Employing the previous parameters, the first signal array produces an image with superior spatial resolution and inferior contrast resolution, with a picture element size of 0.4×0.7 mm and a dose r1.
The other signal array produces an image of inferior spatial resolution but superior contrast resolution with a picture element size 1×0.7 mm and a dose 2.5 times that of the first, i.e., 0.7 mm2 /0.28 mm2.
Typically, the dose corresponding to the first image is 0.01 mR(2.5×103 photons/millimeter2) and the higher dose corresponds to 0.25 mR (or 6.25×103 photons/millimeter2).
To illustrate the advantages, assume further that a high contrast element of the image exhibited a 50% change in density for example, corresponding to a bone edge. The high spatial resolution image would receive 2.5×103 ×0.28 (or 700±26) photons on one side of the edge and half of that or 350±18 photons on the other side of the edge. On the other hand, the low spatial resolution image would add photons to both picture elements approximately 2.5×700 or about 1750±42 photons. As a result, adjacent high resolution picture elements would be subjected to 1750+700±(422 +262)1/2 =2450±50 photons, on one side of the edge and 1750+350±(422 +182)1/2 =2100±46 photons on the other side or a difference of 350±68 photons. Since the intensity across this edge is more than 5 times the noise level (68×5=340) the bone edge should be clearly discernable, assuming that the picture elements from each of the two images are added in a positionally coherent sense in that picture elements corresponding to like areas of the object illuminated are summed.
However, a further degree of freedom is the ability to amplify electronically one array of signals with respect to another. If there is no relative amplification, i.e., both signals are amplified by a like amount, the intensity of the small hole image array will be very low (although statistically significant) compared to the large hole image array. On the other hand, if the small hole signal array is amplified to make it equal to the large hole signal array, the statistical fluctuation in the small hole image will be very much larger than this statistical fluctuations in the larger hole image and as a result, the large hole image may very well disappear completely.
It is intuitively believed that there is an optimum setting for this relative amplification (of the small hole signal relative to the large hole) which is achieved when the small fluctuation (σs) is made smaller than the large hole fluctuation σL.
We can express the large hole fluctuation σL as ##EQU11##
Using this notation the large hole signal is L and the (unamplified) small hole signal S, and these signals with their noise contribution are L±σL and S±σs.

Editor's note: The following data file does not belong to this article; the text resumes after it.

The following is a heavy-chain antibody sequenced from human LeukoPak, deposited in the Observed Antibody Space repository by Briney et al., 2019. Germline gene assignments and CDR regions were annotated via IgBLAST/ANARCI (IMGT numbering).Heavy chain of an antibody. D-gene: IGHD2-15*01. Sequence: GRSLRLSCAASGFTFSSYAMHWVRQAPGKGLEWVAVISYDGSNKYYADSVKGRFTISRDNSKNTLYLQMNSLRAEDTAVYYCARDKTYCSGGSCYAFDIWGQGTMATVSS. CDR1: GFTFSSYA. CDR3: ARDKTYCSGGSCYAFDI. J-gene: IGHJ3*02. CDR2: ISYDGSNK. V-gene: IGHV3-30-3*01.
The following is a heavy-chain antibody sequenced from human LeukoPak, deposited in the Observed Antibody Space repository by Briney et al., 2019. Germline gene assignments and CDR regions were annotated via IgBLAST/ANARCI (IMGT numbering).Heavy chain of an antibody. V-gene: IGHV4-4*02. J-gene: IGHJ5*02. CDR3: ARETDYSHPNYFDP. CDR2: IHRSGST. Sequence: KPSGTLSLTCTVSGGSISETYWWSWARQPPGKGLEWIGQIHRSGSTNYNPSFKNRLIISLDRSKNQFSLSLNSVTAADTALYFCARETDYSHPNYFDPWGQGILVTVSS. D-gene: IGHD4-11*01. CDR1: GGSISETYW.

If we now apply relative amplification to the small hole signal of as, then this amplification should be no greater than the ratio of
and so we can write that ##EQU12## For example, assuming that the area of the small hole is 100th of a square millimeter and there is one such hole, the area of the large hole is 1 square millimeter and there is one such hole, then the relative amplification should be less than or equal to 10.
The field of computed tomography imaging can be conveniently divided into conventional computed tomography imaging exemplified by, for example, Stein et al application Ser. No. 726,556, filed Sept. 27, 1976, in which a fan beam emitting type X-ray source is provided with relative rotation with respect to an object to be illuminated, and also with respect to a plurality of X-ray detectors which may be located opposite the X-ray source with the object being imaged in the middle. The referred to application discloses a stationary ring detector is which the plurality of detectors are located circumferentially about the object being illuminated. The computed tomographic image is then created by correlating the radiant energy absorption in the object being illuminated with a plurality of directions from which the object is illuminated, so that a display illustrates a cross-section of a "slice" of the object being illuminated. While there are a variety of geometries in this class of computed tomography, many have in common the use of plural detectors. The other category of computed tomography equipment is that exemplified by the Swift application Ser. No. 150,823, filed May 10, 1980, the disclosure of which is hereby incorporated by reference. In Swift, the equipment shown in Stein U.S. Pat. No. 3,780,291 is employed for computed tomography by locating the object to be illuminated between the pencil beam source and detector, and then providing relative rotation between the source/detector and the object being illuminated; for ease of reference we shall refer to the first mentioned category of computed tomography devices as "conventional" and the latter mentioned device as Micro Dose computed tomography.